2018 Lamborghini #63 Squadra Corse Huracán Super Trofeo Evo

The successor of the Lamborghini racing breed is here with a brand-new body kit developed by Lamborghini’s Motorsport division which includes a rear fin and a roof air intake. The Super Trofeo’s styling was a hint at the future of its makers supercars that incorporate similar styling lines and features for road-friendly vehicles. But it’s not just about the striking and certainly unique exterior, the Super Trofeo Evo packs with a massive punch with its 5.2-liter V10 engine that produces 620 CV at 8250 rpm that made it run Monza in 1:34.3. And now you have more reasons to make this the car of your choice to run any GT World Championship.

Once the pack is purchased, you are granted a one-time only, free addition of each car to your Forza Horizon 5 garage, with no additional in-game credit cost. The Italian Exotics Car Pack is available from August 15 for USD $9.99 / GBP £7.99 / EUR €9.99 on the Microsoft Store and Steam. It is not included with the Forza Horizon 5 Car Pass, Standard, Deluxe or Premium Editions.

Five cars over a wet tarmac road in front of palm trees and other vegetation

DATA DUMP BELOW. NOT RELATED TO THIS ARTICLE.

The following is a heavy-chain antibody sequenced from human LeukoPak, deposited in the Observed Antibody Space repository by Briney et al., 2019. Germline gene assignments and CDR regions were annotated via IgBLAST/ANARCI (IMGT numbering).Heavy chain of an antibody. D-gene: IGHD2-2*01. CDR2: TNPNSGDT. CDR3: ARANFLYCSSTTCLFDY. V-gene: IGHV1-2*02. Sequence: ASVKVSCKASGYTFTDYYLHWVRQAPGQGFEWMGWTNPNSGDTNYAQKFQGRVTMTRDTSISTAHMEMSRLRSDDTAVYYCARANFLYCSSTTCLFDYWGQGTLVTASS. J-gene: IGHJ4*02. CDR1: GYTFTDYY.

New Autoshow Cars

The Horizon Festival’s local mechanic has been busy as 8 iconic Italian cars enter the Autoshow. Once you’ve updated Forza Horizon 5, drive over to any Horizon Festival Outpost or Player House to browse the latest additions. Tune them up in your garage and check out the sights of Mexico while behind the wheel of some of Italy’s most exquisite machinery.

1968 Abarth 595 Esseesse

Available for 35,000 CR in the Autoshow.

What it lacks in power and refinement it makes up for in character and likability. The Abarth 500 is an Italian design inspired by the VW Bug, and 100% built for Italians. But you don’t have to be from Italy to appreciate its glorious sound and adorable form. The Cinquecento is an acquired taste but, like most good things, once you have acquired a taste for them, they become a part of you.